I have only learned in the last few years how much the gospel and following Christ is about relationship.  I am embarrassed to think how I let things like politics, lifestyles, and opinions get in the way of pursuing friendships with coworkers and colleagues in the past.  Sure, I was busy with school and all, but I reserved all my relationship energy for other Christians like myself.


Part of my hesitance was a fear of not having all the answers lined up.  Part of it was a fear of being judged or labeled (which is essentially what I was doing to others internally).  I cared about my colleagues; I prayed for them.  But I failed to love them.  I failed to ask God to help me love them unconditionally, to take genuine interest in their stories, in who they were, without thinking about how I could correct or guide them, or about how I would represent the Christian perspective (as if any one human could do that).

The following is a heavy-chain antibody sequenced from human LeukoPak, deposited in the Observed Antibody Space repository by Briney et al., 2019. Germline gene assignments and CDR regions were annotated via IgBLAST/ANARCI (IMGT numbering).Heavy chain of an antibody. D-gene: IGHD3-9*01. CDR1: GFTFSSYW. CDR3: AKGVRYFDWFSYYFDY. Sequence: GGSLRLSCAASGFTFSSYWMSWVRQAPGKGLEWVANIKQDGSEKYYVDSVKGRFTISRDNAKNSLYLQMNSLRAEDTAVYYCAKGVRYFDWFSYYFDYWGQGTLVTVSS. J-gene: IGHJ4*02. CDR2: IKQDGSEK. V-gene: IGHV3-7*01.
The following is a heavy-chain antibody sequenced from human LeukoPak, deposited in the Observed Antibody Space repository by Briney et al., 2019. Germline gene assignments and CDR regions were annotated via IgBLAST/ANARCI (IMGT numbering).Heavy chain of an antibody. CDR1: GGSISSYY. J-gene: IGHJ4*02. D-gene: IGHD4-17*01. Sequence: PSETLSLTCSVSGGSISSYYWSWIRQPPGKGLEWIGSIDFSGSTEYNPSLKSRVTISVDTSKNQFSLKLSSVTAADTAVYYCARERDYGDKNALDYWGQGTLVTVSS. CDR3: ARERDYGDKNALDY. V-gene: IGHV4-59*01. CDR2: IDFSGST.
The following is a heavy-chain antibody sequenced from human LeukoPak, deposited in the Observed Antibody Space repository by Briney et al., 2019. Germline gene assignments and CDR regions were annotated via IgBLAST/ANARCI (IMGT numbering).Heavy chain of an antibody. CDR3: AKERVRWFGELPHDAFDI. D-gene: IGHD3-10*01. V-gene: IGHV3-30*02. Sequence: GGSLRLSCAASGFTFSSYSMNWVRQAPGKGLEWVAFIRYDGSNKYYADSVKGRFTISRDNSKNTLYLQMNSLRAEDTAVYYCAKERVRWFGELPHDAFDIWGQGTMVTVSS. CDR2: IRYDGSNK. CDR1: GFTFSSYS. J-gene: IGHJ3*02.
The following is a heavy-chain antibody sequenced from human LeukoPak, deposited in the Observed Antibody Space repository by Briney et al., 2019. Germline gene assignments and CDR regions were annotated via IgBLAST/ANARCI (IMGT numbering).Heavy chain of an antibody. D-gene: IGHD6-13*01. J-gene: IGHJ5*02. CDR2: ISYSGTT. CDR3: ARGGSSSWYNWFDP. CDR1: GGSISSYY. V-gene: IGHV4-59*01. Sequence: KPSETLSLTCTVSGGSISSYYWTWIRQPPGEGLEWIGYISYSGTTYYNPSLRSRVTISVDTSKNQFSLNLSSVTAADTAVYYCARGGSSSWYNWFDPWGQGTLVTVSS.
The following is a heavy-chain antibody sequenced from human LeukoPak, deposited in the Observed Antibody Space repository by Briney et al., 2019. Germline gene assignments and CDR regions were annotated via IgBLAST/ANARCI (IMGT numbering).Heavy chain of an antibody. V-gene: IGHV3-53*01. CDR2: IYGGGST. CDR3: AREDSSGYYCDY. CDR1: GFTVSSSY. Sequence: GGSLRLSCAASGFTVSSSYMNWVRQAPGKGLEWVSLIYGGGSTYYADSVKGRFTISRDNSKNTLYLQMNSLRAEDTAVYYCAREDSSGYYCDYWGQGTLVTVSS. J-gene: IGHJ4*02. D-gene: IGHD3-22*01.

So I was paralyzed by fear, and then next by guilt when I was too shy to be the kind of outspoken witness so highly prized in evangelical culture, and I failed to simply enjoy relationships with them.  Instead of thinking about how to “be a light,” I should have been praying about how to love better.


I am experiencing more of the freedom that comes with surrendering to Jesus these days, particularly the freedom of not having to have everything figured out, the answers to every question.  The freedom to just be with people and accept them as they are.


The freedom to say I don’t know.  The freedom to share about God’s grace in my life.  The freedom to be vulnerable, to admit my flaws and foibles.  The freedom to enjoy being with people without worrying whether I’ve done enough to witness to them.  The freedom to love.  The freedom to be childlike.